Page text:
Understanding the security controls, risks, data protection principles and compliance to regulations beyond the cyber-security risk transfer is important as the connected computers, the computer code and internet has spun a whole new “web” of liability exposures within, between and across CGS. While a large portion of any entity or a nations assets and its valuation in CGS resides in its intellectual property, trade secrets and strategic plans, its loss to adversaries and thieves who steal the confidential secrets to valuable assets in CGS to become direct competitors with identical or better value propositions is a grave concern.
Each individual or entity with any valuable asset within any NGIOA —especially the ones that have growth, development, success, prosperity and potential in its corner, have the possibility to be the next potential security risk target from adversaries. For those individuals, entities and nations, success, strategy and sustainability are at risk as there are many who wants to cut short the traditional innovation and entrepreneur journey and lifecycle to be successful. There is a need to evaluate and understand what this means for each and every individual, entity and nations for its ongoing survival, sustainability and viability in CGS?
The bigger question is how can anyone protect their confidential secrets and maintain a fair competitive and strategic advantage in the global marketplace without sacrificing the potential and value of cyberspace?
As nations lack effective security infrastructure in the cyberspace and the level of sophistication among cyber-criminals is often on par with the cyber defense community, the computer code and connected computers are creating a perfect storm for cyber-attacks and espionage, with the rapid acceleration of crisis, catastrophe and chaos.
It is important to understand that when the intellectual, operational and strategic capital of any entity within any NGIOA is threatened and at risk by cyber criminals, the resultant impact on not only the share price but the survival and strategic sustainability becomes critical.
How can individuals and entities from across NGIOAs secure themselves from such complex crisis in CGS and be covered /insured for this?
Due to vulnerability in security, cyberspace is expected to trigger an increase in the number of regulations to the already existing complex web of regulations each nation already has. When security vulnerability of one entity has a potential to negatively impact assets in CGS that may or may not belong to them, cyber insurance becomes a necessity and serious business. As integrated CGS risks are becoming better understood over the years, the cyber-security risk management community needs to better evaluate the promise of insurance protection as a viable risk transfer tool against potential losses of assets in CGS.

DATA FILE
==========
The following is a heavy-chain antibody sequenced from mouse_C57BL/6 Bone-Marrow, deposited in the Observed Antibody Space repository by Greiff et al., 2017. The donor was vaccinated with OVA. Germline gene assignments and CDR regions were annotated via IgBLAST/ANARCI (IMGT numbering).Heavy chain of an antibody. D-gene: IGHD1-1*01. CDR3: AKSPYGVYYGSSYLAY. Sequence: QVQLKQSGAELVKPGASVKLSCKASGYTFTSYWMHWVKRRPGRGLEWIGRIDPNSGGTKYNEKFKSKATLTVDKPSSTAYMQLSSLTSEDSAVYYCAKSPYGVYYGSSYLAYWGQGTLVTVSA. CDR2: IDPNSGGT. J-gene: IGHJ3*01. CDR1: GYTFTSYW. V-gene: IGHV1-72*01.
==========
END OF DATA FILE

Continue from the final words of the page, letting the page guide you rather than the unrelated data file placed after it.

The question is whether the current form and role of cyber-insurance is effective and meaningful? I would say probably not as the effectiveness depends on insurance’s ability to go hand in hand with security centric risk management framework.
There needs to be a clarity that cyber-insurance, though around in some form for several years is mostly a concept that has in itself serious risks of perception and effectiveness. While the availability of the Cyber insurance protection has evolved dramatically over the past decade, how should the cyber- insurance community evolve in terms of coverage, services, limits, and pricing amidst the fundamental changes brought on by the Internet of Things (IoTs)?
The greatest challenge for the insurance industry is perhaps to keep up with the complex cyber-security developments in CGS and provide meaningful cyber-insurance solutions to NGIOA-I at the right price.
It needs to be understood that the security any entity within any NGIOA builds for themselves is precarious and uncertain until it is secured for everyone within that nation in cyberspace. Tradition becomes our security, so if all the entities within a nation build a culture of managing cyber-security risks that are within the control of their entity effectively, it will lead them to internal security in not only cyberspace but also geospace and space (CGS). For the security risks that are not within their control to manage, cyber-insurance is likely a way to go.
How will insurance industry insure the cyber-crimes like cyber extortion: data kidnaping and ransom exposure, which involves viruses holding corporate data hostage for ransom.